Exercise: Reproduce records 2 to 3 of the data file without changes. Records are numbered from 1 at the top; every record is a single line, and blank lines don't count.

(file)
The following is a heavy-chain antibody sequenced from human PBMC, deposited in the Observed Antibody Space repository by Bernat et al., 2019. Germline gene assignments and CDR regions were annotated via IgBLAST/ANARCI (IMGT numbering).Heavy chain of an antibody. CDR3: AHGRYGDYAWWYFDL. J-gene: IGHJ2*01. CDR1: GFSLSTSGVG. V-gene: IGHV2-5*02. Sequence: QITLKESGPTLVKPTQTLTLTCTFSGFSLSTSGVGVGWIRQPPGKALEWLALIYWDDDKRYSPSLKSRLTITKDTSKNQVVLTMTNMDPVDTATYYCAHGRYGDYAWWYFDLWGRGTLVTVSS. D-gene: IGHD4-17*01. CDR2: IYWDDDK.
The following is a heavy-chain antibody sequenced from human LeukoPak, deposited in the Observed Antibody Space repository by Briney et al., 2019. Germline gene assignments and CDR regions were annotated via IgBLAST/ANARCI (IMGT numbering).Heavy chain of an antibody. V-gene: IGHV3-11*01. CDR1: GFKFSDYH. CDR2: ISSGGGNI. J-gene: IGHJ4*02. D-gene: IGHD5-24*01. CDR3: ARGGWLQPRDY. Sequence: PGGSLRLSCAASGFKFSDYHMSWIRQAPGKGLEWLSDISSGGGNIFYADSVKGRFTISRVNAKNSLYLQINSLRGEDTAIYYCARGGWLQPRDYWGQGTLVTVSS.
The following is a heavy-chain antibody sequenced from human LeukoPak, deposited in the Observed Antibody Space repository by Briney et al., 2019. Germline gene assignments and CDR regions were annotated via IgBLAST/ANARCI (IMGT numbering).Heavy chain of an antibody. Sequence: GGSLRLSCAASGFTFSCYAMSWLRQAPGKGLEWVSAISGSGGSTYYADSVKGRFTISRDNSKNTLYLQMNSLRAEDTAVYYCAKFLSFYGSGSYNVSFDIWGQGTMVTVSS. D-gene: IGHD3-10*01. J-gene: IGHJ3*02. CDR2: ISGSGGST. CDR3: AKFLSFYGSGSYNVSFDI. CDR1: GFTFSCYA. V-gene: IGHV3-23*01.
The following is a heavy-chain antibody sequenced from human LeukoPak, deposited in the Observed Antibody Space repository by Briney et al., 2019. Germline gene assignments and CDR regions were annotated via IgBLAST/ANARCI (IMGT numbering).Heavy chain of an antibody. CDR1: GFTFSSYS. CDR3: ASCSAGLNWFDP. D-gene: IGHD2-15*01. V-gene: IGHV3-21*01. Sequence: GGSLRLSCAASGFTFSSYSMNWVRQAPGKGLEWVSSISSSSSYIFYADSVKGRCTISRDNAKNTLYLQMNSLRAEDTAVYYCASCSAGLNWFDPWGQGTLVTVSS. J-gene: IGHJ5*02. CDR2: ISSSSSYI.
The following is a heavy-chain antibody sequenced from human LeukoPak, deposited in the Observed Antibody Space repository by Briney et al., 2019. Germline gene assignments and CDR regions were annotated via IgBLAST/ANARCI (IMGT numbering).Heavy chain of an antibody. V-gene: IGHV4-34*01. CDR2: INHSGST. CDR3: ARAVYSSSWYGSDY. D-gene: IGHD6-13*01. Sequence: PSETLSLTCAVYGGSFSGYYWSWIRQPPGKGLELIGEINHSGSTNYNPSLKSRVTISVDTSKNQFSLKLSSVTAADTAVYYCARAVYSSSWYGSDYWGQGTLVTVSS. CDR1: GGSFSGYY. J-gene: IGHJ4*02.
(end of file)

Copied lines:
The following is a heavy-chain antibody sequenced from human LeukoPak, deposited in the Observed Antibody Space repository by Briney et al., 2019. Germline gene assignments and CDR regions were annotated via IgBLAST/ANARCI (IMGT numbering).Heavy chain of an antibody. V-gene: IGHV3-11*01. CDR1: GFKFSDYH. CDR2: ISSGGGNI. J-gene: IGHJ4*02. D-gene: IGHD5-24*01. CDR3: ARGGWLQPRDY. Sequence: PGGSLRLSCAASGFKFSDYHMSWIRQAPGKGLEWLSDISSGGGNIFYADSVKGRFTISRVNAKNSLYLQINSLRGEDTAIYYCARGGWLQPRDYWGQGTLVTVSS.
The following is a heavy-chain antibody sequenced from human LeukoPak, deposited in the Observed Antibody Space repository by Briney et al., 2019. Germline gene assignments and CDR regions were annotated via IgBLAST/ANARCI (IMGT numbering).Heavy chain of an antibody. Sequence: GGSLRLSCAASGFTFSCYAMSWLRQAPGKGLEWVSAISGSGGSTYYADSVKGRFTISRDNSKNTLYLQMNSLRAEDTAVYYCAKFLSFYGSGSYNVSFDIWGQGTMVTVSS. D-gene: IGHD3-10*01. J-gene: IGHJ3*02. CDR2: ISGSGGST. CDR3: AKFLSFYGSGSYNVSFDI. CDR1: GFTFSCYA. V-gene: IGHV3-23*01.